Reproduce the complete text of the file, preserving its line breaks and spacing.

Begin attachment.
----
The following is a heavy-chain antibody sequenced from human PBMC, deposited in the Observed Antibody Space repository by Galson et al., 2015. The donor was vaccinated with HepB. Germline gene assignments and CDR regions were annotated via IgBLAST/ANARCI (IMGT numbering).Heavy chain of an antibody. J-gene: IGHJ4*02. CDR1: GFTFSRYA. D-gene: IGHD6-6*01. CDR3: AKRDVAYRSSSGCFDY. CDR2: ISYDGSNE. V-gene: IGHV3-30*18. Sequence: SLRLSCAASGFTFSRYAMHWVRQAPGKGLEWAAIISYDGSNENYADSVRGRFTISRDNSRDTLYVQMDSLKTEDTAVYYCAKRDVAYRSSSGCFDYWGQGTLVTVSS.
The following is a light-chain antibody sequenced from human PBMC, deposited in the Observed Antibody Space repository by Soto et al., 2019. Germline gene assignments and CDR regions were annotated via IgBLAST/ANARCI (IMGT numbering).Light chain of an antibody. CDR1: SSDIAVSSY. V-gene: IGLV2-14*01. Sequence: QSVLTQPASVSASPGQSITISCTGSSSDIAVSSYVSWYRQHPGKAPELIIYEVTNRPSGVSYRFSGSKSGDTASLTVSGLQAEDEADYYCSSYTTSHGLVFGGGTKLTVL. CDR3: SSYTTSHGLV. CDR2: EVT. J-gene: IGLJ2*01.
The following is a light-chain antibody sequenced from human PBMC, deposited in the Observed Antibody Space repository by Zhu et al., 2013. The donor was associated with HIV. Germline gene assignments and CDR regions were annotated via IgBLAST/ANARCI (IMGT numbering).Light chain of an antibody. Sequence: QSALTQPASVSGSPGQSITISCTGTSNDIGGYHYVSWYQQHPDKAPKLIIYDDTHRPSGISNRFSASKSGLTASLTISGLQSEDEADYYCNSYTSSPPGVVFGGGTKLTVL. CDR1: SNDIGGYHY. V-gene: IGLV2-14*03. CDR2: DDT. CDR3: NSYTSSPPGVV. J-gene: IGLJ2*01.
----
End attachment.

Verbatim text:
The following is a heavy-chain antibody sequenced from human PBMC, deposited in the Observed Antibody Space repository by Galson et al., 2015. The donor was vaccinated with HepB. Germline gene assignments and CDR regions were annotated via IgBLAST/ANARCI (IMGT numbering).Heavy chain of an antibody. J-gene: IGHJ4*02. CDR1: GFTFSRYA. D-gene: IGHD6-6*01. CDR3: AKRDVAYRSSSGCFDY. CDR2: ISYDGSNE. V-gene: IGHV3-30*18. Sequence: SLRLSCAASGFTFSRYAMHWVRQAPGKGLEWAAIISYDGSNENYADSVRGRFTISRDNSRDTLYVQMDSLKTEDTAVYYCAKRDVAYRSSSGCFDYWGQGTLVTVSS.
The following is a light-chain antibody sequenced from human PBMC, deposited in the Observed Antibody Space repository by Soto et al., 2019. Germline gene assignments and CDR regions were annotated via IgBLAST/ANARCI (IMGT numbering).Light chain of an antibody. CDR1: SSDIAVSSY. V-gene: IGLV2-14*01. Sequence: QSVLTQPASVSASPGQSITISCTGSSSDIAVSSYVSWYRQHPGKAPELIIYEVTNRPSGVSYRFSGSKSGDTASLTVSGLQAEDEADYYCSSYTTSHGLVFGGGTKLTVL. CDR3: SSYTTSHGLV. CDR2: EVT. J-gene: IGLJ2*01.
The following is a light-chain antibody sequenced from human PBMC, deposited in the Observed Antibody Space repository by Zhu et al., 2013. The donor was associated with HIV. Germline gene assignments and CDR regions were annotated via IgBLAST/ANARCI (IMGT numbering).Light chain of an antibody. Sequence: QSALTQPASVSGSPGQSITISCTGTSNDIGGYHYVSWYQQHPDKAPKLIIYDDTHRPSGISNRFSASKSGLTASLTISGLQSEDEADYYCNSYTSSPPGVVFGGGTKLTVL. CDR1: SNDIGGYHY. V-gene: IGLV2-14*03. CDR2: DDT. CDR3: NSYTSSPPGVV. J-gene: IGLJ2*01.